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TOWARD EFFICIENT RIPARIAN RESTORATION: INTEGRATING ECONOMIC, PHYSICAL, AND BIOLOGICAL MODELS
Watanabe, M., R. M. Adams, J. Wu, J. P. Bolte, M. M. Cox, S. L. Johnson, W. J. Liss, W. G. Boggess, AND J L. Ebersole. TOWARD EFFICIENT RIPARIAN RESTORATION: INTEGRATING ECONOMIC, PHYSICAL, AND BIOLOGICAL MODELS. Presented at North Pacific International Chapter of American Fisheries Society, Stevenson, WA, November 1-3, 2004.
This paper integrates economic, biological, and physical models to determine the efficient combination and spatial allocation of conservation efforts for water quality protection and salmonid habitat enhancement in the Grande Ronde basin, Oregon. The integrated modeling system consists of a physical model that links riparian conditions and hydrological characteristics to water temperature; a biological model that links water temperature and riparian conditions to salmonid abundance, and an economic model that estimates economic efficiency of alternative targeting criteria to enhance salmon and trout production. A series of optimization problems are investigated for different policy targets. Our findings indicate that passive restoration is more efficient economically than active restoration if the magnitude of desired temperature reduction is small in a relatively long time frame. In terms of spatial allocation of restoration activities, localized effects of restoration efforts on temperature reduction are important to achieve small temperature reductions. However, as the desired magnitude of temperature reductions increases, the cumulative (longitudinal) effects become more important. Tributaries should be the primary target if the objective is to maximize the stream length where temperature targets are met. Finally, for the conservation funds to be allocated efficiently, fishery benefits, not water temperature levels, should be directly targeted.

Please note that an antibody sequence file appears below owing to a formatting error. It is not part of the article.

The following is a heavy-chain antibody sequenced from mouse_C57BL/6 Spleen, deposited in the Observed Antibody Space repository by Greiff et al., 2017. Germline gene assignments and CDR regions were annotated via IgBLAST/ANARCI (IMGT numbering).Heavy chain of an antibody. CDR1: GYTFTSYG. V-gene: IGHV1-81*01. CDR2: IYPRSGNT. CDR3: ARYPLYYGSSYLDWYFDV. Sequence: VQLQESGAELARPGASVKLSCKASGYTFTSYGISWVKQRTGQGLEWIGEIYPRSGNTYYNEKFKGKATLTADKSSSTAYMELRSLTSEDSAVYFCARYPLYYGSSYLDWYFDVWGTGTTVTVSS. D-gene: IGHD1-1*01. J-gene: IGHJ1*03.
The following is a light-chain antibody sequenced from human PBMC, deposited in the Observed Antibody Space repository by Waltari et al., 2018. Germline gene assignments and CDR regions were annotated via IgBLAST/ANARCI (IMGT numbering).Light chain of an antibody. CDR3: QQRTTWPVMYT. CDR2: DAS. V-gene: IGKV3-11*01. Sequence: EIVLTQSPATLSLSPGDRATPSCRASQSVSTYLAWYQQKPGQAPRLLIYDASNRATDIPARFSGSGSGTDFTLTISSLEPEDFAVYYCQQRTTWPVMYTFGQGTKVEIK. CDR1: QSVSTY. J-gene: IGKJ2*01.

Record Details:Record Type: DOCUMENT (PRESENTATION/ABSTRACT)
Organization:U.S. ENVIRONMENTAL PROTECTION AGENCY
OFFICE OF RESEARCH AND DEVELOPMENT
NATIONAL HEALTH AND ENVIRONMENTAL EFFECTS RESEARCH LAB
WESTERN ECOLOGY DIVISION
WATERSHED ECOLOGY BRANCH